“Pity the poor word ‘elite,’ which simply means ‘the best’ as an adjective and ‘the best of a group’ as a noun,” begins Susan Jacoby’s New York Times op-ed today. The piece goes on, perhaps unsurprisingly given both its lead and its author, to justify and celebrate the “elite”—not elitism, mind you (“an elitist is someone who does believe in government by an elite few”), but high achievement as a general ideal. Jacoby provides a compelling, if necessarily abridged, cultural history of our relationship with elitism, concluding,
All the older forms of elite-bashing have now devolved into a kind of aggressive denial of the threat to American democracy posed by public ignorance.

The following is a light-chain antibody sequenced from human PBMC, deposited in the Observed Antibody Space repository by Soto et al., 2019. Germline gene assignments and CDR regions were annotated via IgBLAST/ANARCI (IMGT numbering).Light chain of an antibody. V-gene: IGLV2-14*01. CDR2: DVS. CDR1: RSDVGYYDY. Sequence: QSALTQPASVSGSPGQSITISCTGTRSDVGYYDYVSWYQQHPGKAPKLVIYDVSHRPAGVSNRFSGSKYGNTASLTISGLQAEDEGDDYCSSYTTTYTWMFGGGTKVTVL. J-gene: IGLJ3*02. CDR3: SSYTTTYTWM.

Much of Jacoby’s arguments are true and in need of being said. But so convinced is she of the superiority of the elite—while failing, in this context, to acknowledge that concept’s more nefarious aspects—that she’s in danger of bolstering the very argument she’s attempting to challenge. It’s a good start, though. A presidential campaign gives us, among other things, the opportunity to discuss our cultural assumptions; our complex relationship with elitism is one that deserves both dissection and discussion.Megan Garber is an assistant editor at the Nieman Journalism Lab at Harvard University. She was formerly a CJR staff writer.